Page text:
Learn how to grow parsley in containers. Growing parsley in pots and its care is easy if you know the basic requirements!
Start planting parsley seeds indoors in the early spring when you start to feel the warmth in the air, usually 6 – 10 weeks before the last frost date expected, you can always plant late as overwintering parsley is not difficult.
If you’re living in a hot climate (i.e. USDA Zones– 10 – 11), start growing parsley after the end of the summer in fall (autumn) and winter, when the weather starts to cool down.
Growing Parsley from Seeds
Parsley seeds are notorious for their low and slow germination rate. They can take up to 6 weeks to germinate and sometimes more. So expect 3 – 5 weeks to see baby plants coming out. For quicker germination, soak seeds overnight.
Directly sow the seeds 1/4 – 1/8 inch deep in the desired containers as parsley has a long taproot and it doesn’t like much being transplanted, thin the seedlings as they emerge and become 2 – 3 inches tall. Optimum germination temperature is between 60 – 80 F (15 – 27 C).
You can also propagate parsley from cuttings. For this, cut a 4 – 5 inches long stem with a few leaves on top from the plant and place it an inch deep in the pot. Maintain the moisture and keep the cutting in a shady spot that receives indirect light, wait for a couple of weeks for the emergence of roots.
Parsley Types you Can Grow
There are three types of parsley used commonly in the kitchen– Flat Leaf Parsley or Italian Parsley, Curly Leaf Parsley, and Hamburg Parsley.
- Flat Leaf Parsley– This variety has more vibrant, stronger and sweeter flavor than any other type of parsley and that’s why it’s used more in cooking. It grows a little taller and lanky and needs a wider pot to sprawl out than the curly leaf parsley. Also, the flat leaf parsley is more heat tolerant.
- Curly Leaf Parsley– Curly leaf parsley is sweet and has a soft flavor. It is used mainly for garnishing and in salads. It is smaller in size and more controlled in growth unlike the previous one.
- Hamburg Parsley– A lesser known parsley variety, grown for its swollen, edible, parsnip-flavored roots that can be used as a vegetable, while the upper part (leaves) can be used like flat leaf parsley. Growing it is similar to other parsley varieties.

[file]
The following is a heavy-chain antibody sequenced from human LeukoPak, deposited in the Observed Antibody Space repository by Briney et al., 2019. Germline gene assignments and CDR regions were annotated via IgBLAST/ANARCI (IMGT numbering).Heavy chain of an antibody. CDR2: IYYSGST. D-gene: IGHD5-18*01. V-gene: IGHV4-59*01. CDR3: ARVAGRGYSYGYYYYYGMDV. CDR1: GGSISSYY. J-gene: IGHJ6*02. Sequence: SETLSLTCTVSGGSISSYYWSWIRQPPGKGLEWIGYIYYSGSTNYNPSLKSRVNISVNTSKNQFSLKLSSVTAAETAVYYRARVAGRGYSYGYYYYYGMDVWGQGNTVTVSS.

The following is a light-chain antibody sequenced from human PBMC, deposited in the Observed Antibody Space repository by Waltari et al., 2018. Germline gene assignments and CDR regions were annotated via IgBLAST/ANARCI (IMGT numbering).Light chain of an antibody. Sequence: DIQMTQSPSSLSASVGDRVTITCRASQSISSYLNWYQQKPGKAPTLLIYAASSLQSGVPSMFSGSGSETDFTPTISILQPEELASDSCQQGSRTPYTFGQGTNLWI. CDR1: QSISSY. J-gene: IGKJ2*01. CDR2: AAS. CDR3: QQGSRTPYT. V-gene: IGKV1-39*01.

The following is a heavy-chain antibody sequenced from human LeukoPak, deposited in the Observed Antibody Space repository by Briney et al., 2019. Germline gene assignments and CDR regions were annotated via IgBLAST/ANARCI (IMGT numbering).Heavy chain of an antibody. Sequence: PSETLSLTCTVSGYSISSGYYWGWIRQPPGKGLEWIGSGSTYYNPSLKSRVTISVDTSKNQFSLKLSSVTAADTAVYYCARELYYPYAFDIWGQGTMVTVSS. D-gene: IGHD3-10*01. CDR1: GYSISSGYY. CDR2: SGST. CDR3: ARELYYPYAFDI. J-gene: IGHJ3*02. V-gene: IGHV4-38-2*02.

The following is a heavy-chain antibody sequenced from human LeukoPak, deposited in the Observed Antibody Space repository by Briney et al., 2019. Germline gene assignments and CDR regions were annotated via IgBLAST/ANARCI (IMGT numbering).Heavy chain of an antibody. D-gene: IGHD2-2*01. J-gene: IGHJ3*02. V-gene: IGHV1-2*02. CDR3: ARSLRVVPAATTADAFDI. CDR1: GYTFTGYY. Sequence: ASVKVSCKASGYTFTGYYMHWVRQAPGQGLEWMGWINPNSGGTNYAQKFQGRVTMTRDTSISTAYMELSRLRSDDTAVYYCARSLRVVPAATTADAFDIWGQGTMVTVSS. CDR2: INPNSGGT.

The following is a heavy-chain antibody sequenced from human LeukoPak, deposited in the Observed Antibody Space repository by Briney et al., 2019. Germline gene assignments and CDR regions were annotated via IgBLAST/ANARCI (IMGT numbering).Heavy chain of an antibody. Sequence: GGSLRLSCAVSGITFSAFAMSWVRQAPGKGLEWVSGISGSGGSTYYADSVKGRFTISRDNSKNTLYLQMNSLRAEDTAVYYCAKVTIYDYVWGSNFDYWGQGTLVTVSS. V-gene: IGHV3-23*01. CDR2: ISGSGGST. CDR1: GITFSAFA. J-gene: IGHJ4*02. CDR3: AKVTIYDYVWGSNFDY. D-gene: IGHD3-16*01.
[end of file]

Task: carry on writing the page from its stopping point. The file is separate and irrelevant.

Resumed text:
Choosing a Pot
Parsley is a biennial herb but also grown as an annual. If growing parsley as an annual, you can choose a small pot about 8 inches deep minimum. For growing parsley as a biennial, choose a rather large pot, 10 – 12 inches deep and wide similarly or more, you can grow one or two plants in such a pot.
Requirements for Growing Parsley in Pots
For growing parsley in pots, choose a location that is sunny or partially shaded if you live in a cool or moderately warm climate.
If you live in a hot subtropical or tropical climate, keep the plant in a spot that receives partial sun.
Use quality potting soil that is well-drained, loamy and rich in organic matter. You can add 1 part aged manure or compost for every 2 parts potting soil.
Water parsley regularly and evenly to keep the soil slightly moist but not overly wet all the time. Never allow the soil to dry out completely and avoid overwatering!
Applying fertilizer is not necessary if your soil is rich in organic matter. Adding aged manure or compost is enough. However, you can use half-strength balanced liquid fertilizer bi-weekly if your plant is not doing well.
Parsley Plant Care
Deadheading and Pruning
Remove the flower stalks if they appear to promote foliage growth. Also, pick the dead and faded leaves time to time to keep your plant in shape.
Pests and Diseases
Leaf spot and rot are one of the most common diseases. You can save your parsley plant from root rot and crown rot by avoiding the waterlogged soil. Parsley worm, aphids, mites, and cutworm can affect this herb, so keep an eye on them.
Growing Parsley Year Round
Growing parsley indoors is a way to grow it year round, by this, you can overwinter this culinary herb. It’s easy! The plant will survive in your average room temperature and you’ll be able to harvest some leaves in winter if you keep the pot on a window that receives a few hours of direct sunlight daily.
In Subtropics and Tropics
In hotter areas (USDA Zone 10, 11), you can save your parsley plant from dying in summer. Just keep it in a cool and shady spot where it receives only a 3 – 5 hours of morning sun daily and water generously!
Harvest parsley leaves when you need. You can start harvesting parsley 2 – 3 months after planting. Wait until the stems are divided into three sections. Instead of only picking the leaves from the top, cut the entire stem carefully from the base as parsley stems are also edible and tasty. Do this from the outer portion and let the inner portion grow. Here’s a helpful article on Harvesting Parsley on Wikihow to see.